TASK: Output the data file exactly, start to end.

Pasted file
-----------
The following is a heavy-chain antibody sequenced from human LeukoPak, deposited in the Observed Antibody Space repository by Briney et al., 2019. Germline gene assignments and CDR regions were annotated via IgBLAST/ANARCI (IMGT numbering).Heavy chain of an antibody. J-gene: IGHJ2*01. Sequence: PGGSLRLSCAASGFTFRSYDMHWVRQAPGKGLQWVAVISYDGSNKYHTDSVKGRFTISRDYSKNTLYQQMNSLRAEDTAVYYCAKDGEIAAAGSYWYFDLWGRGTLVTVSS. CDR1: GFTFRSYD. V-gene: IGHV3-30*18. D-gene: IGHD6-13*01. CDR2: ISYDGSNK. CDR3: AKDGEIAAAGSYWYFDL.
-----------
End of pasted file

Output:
The following is a heavy-chain antibody sequenced from human LeukoPak, deposited in the Observed Antibody Space repository by Briney et al., 2019. Germline gene assignments and CDR regions were annotated via IgBLAST/ANARCI (IMGT numbering).Heavy chain of an antibody. J-gene: IGHJ2*01. Sequence: PGGSLRLSCAASGFTFRSYDMHWVRQAPGKGLQWVAVISYDGSNKYHTDSVKGRFTISRDYSKNTLYQQMNSLRAEDTAVYYCAKDGEIAAAGSYWYFDLWGRGTLVTVSS. CDR1: GFTFRSYD. V-gene: IGHV3-30*18. D-gene: IGHD6-13*01. CDR2: ISYDGSNK. CDR3: AKDGEIAAAGSYWYFDL.